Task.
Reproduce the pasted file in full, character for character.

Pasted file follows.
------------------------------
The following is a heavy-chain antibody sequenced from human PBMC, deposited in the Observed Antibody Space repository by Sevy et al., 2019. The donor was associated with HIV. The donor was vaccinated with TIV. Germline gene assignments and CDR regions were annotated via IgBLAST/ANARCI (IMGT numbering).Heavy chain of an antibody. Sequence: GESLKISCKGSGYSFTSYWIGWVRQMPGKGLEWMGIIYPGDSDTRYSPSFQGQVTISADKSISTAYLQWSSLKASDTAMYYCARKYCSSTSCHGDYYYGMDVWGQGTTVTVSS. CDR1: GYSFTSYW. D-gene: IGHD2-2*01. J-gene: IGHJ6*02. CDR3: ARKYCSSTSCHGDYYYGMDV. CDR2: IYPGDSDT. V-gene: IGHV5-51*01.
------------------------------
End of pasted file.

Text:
The following is a heavy-chain antibody sequenced from human PBMC, deposited in the Observed Antibody Space repository by Sevy et al., 2019. The donor was associated with HIV. The donor was vaccinated with TIV. Germline gene assignments and CDR regions were annotated via IgBLAST/ANARCI (IMGT numbering).Heavy chain of an antibody. Sequence: GESLKISCKGSGYSFTSYWIGWVRQMPGKGLEWMGIIYPGDSDTRYSPSFQGQVTISADKSISTAYLQWSSLKASDTAMYYCARKYCSSTSCHGDYYYGMDVWGQGTTVTVSS. CDR1: GYSFTSYW. D-gene: IGHD2-2*01. J-gene: IGHJ6*02. CDR3: ARKYCSSTSCHGDYYYGMDV. CDR2: IYPGDSDT. V-gene: IGHV5-51*01.